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What is Ag Teaching?



Agricultural education first became a part of the public education system in 1917 when the U.S. Congress passed the Smith-Hughes Act. Today, over 800,000 students participate in formal agricultural education instructional programs offered in grades seven through adult, throughout the 50 states and three U. S. territories.


In this challenging economic era, agriculture is a promising area of progress.  California's 77,900 farms and ranches received a record $46.4 billion for their output in 2013.  California remained #1 in the U.S. in cash farm receipts with nearly 12% of the U.S. total.  California's agriculture abundance includes more than 400 commodities, producing over 1/3 of the country's vegetables and 2/3 of the country's fruits and nuts. 



79,512 students in agricultural education courses

804 agriculture teachers

317 agriculture programs

Course pathway offerings:

Plant & Soil Science - 1,757 students

Animal Science - 4,797 students

Agricultural Mechanics - 16,006 students

Agriculture Business Management - 1,947 students

Ornamental Horticulture - 5,971 students

Forestry & Natural Resources - 683 students

Agriscience - 48,097 students



There are 18 community colleges offering full course sequences in agriculture and natural resources, including a majority of disciplines such as plant science, ag business, animal science, horticulture and ag mechanics.  Of these 18 community colleges that offer degrees and certificates, 5 also offer forestry and natural resource programs.  There are 60 community colleges that offer degrees and certificates that fall under the agriculture and natural resources category; primarily horticulture programs. There are 269 full and part-time instructors at these institutions.  In 2014-2015 there were 8,111 full-time students with at least 12 units of coursework enrolled in community college agriculture or natural resource programs.  There were 70,137 total community college enrollments, including full and part time students.  There are 5 California Universities that offer pre-service agricultural education certification programs.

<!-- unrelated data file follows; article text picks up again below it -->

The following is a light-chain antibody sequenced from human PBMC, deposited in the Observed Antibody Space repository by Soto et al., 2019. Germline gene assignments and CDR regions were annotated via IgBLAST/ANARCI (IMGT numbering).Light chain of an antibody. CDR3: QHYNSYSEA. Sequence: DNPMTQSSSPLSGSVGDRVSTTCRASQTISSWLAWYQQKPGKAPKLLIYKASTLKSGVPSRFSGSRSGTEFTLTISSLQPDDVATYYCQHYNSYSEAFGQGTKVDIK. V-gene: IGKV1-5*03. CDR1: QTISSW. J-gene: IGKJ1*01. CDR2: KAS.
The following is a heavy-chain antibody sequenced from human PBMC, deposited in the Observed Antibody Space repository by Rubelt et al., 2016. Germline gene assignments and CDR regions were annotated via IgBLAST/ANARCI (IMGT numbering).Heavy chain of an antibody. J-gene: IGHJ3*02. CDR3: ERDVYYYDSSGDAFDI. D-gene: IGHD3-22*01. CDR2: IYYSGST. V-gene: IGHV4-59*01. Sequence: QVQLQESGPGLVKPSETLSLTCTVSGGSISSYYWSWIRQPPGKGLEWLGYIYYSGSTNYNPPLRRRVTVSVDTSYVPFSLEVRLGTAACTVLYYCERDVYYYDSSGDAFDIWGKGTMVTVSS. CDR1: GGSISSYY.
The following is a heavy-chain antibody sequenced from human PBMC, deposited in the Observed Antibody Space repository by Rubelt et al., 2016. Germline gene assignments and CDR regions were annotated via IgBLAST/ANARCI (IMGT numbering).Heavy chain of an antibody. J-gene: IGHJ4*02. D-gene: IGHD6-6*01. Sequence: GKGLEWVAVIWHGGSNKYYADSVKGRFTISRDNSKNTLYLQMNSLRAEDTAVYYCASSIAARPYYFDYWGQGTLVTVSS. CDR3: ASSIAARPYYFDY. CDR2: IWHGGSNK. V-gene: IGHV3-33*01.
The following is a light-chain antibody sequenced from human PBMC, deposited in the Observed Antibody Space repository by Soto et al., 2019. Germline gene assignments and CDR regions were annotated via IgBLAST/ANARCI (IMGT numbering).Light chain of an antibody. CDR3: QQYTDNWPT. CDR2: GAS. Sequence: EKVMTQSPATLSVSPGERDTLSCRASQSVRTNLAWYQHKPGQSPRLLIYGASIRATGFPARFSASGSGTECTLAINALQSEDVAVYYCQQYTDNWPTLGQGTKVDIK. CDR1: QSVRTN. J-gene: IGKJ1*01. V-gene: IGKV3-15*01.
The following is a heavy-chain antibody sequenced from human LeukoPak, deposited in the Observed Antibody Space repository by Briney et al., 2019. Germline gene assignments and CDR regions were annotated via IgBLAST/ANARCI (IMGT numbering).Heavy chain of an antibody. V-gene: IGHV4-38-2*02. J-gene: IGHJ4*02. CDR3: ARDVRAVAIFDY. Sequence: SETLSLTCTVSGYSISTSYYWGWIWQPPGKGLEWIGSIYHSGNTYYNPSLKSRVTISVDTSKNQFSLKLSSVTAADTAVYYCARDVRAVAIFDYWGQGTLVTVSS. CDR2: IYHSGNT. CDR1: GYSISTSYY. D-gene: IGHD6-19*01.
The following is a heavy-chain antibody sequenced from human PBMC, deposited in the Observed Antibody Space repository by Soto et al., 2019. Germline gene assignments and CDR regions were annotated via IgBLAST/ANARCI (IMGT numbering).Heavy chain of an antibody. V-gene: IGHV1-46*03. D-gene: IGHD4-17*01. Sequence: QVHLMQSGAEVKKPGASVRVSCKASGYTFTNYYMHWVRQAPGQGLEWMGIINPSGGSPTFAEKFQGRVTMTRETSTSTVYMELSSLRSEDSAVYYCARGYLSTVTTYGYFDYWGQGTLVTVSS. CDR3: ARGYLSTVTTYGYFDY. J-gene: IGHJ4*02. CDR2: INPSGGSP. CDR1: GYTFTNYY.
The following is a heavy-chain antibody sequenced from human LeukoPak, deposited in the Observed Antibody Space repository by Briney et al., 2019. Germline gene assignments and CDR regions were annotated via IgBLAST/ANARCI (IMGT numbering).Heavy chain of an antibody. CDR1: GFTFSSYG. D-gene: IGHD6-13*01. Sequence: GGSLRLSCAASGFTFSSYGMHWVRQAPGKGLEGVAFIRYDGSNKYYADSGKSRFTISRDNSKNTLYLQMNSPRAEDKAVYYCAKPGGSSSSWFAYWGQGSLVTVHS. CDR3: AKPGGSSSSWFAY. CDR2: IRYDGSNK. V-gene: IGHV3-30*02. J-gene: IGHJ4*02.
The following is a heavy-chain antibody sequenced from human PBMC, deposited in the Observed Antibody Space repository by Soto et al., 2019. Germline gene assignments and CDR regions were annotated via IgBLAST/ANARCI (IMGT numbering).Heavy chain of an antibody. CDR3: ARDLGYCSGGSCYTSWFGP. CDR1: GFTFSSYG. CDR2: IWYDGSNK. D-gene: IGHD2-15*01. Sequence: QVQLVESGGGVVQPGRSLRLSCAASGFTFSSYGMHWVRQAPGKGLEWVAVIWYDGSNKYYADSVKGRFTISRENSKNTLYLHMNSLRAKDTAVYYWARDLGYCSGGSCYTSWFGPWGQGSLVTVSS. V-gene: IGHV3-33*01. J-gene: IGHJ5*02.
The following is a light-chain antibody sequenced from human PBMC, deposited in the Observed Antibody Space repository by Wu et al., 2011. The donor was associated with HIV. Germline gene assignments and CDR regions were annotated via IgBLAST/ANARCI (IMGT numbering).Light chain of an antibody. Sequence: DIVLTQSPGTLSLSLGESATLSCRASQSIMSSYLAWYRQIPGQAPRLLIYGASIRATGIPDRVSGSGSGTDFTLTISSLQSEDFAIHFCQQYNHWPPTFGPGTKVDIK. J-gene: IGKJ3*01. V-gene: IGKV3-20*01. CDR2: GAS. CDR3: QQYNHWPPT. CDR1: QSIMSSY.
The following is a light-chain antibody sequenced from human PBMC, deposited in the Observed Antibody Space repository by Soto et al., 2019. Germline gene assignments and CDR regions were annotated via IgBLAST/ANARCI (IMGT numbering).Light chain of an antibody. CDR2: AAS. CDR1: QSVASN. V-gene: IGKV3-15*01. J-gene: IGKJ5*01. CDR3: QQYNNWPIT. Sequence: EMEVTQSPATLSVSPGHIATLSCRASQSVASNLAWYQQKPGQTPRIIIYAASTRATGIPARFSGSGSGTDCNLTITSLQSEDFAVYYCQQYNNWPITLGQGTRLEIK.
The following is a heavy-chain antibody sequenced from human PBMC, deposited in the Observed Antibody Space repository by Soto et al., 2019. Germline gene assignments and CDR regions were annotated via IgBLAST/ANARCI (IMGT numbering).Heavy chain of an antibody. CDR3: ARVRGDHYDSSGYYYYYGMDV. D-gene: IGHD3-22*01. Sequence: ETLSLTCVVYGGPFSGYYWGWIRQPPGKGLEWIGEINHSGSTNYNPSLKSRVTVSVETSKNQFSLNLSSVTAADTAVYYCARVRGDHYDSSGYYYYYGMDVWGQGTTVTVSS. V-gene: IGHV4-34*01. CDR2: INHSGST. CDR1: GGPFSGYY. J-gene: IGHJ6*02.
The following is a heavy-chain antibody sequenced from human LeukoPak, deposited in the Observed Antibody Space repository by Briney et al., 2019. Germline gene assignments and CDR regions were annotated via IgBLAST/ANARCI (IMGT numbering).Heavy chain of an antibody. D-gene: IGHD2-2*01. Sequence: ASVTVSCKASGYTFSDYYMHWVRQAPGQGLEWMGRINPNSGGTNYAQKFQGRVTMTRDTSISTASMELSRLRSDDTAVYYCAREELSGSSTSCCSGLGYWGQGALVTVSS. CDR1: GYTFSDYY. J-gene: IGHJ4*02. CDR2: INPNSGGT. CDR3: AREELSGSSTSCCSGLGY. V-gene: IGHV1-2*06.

Community college data courtsey of Agriculture Project Coordinator, Reedley College.  

Economic impact data courtsey of USDA California Agriculture Statistics 2013 Annual Bulletin (April 2015).


Agricultural education uses a three-circle model of instruction. The three-circle model includes classroom and laboratory instruction, leadership development, and experiential learning. Now more than ever California needs agriculturalists trained in specialized technical occupations to continue this competitiveness in national and global markets.  California agriculture programs keep students abreast of specialized and demanding career opportunities through internships, work-study, and Career Technical Education (CTE); creating a direct link between agriculture industry representatives and the classroom. 



California high school agriculture programs use FFA to enhance the leadership and experiential learning portions of their program. To learn more about FFA and its influence on agricultural education, visit

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